The Surface Modeling Project







An account of Jeremy Singley’s efforts, with considerable technical assistance from Paul Johnson, to determine the limits of Autodesk Inventor as an industrial design tool. 












For now this site will consist of general notes describing what we’ve learned—sort of a diary to organize my thoughts.  Hopefully the site will later include videos showing actual screen moves demonstrating specific techniques, along with part files that the viewer can deconstruct.


Probably the best place to begin a discussion of surface modeling is with splines.  Splines can be thought of as elastic wires under tension, pinned to the sketch plane by coincident points.  If one segment of the spline is moved, its other segments will squirm in response down its length, but the pinned points will remain fixed.  This makes splines both useful and tricky to work with.


The spline user’s first rule of thumb might be:  Use the minimum number of points.  Common sense says it takes at least three points to describe a curve, but not so with splines.  Many of my splines have but two points—the beginning and the end.  Bow ties make this possible.  The “flat” bow tie can help make a clean transition from a straight line or a level surface.  The “curvature” bow tie is good for tweaking the depth of a spline’s wiggles on either side of a bow-tied point.  The “handle” bow tie allows the user to twist a spline point without changing the local radius or tension.  “Vertical,” “horizontal,” and “tangent” constraints applied to bow ties can make for smooth segues from coincident lines or curves.  Stretching the bow tie’s weight handle changes the degree of its influence, and pulling on the curvature handle changes the radius of the spline’s curve on either side of the bow-tied point.  These adjustments can be slippery, which is why it’s best to use dimensions to tweak bow-tie handles.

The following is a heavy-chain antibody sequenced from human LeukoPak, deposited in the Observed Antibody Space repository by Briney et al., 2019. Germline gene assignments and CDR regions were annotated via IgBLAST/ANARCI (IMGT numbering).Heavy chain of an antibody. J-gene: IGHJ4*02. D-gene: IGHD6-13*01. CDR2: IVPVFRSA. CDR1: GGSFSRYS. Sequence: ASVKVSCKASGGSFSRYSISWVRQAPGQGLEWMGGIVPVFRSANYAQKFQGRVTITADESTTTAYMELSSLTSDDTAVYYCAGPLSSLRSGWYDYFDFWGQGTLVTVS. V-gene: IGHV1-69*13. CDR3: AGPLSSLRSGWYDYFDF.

Lofted surfaces can act somewhat like 3-D splines.  Thus the same rule applies:  the fewer sketches in a lofted feature, the better.  Rails are a useful tool for smoothing out lofts, but I avoid them if I can because they make edits cumbersome.  Projected work points coincident to both sketch and intersecting rail make good hook-up points. 


The “conditions” tab on the loft feature is vaguely similar to a 3-D bow tie.  Setting the weight and tangency angle of this option changes the influence of a loft’s first and last sketches, making two-sketch curved lofted features possible in the same way bow ties make possible two-point curved lines.  The conditions tab is especially useful for floating a lofted surface smoothly off another surface, again similar to the action of a tangent bow tie.  By the way, said mating surface can serve as the first or last loft cross section; a loft doesn’t have to terminate with a sketch.  3-D sketches and undulating surfaces are also suitable.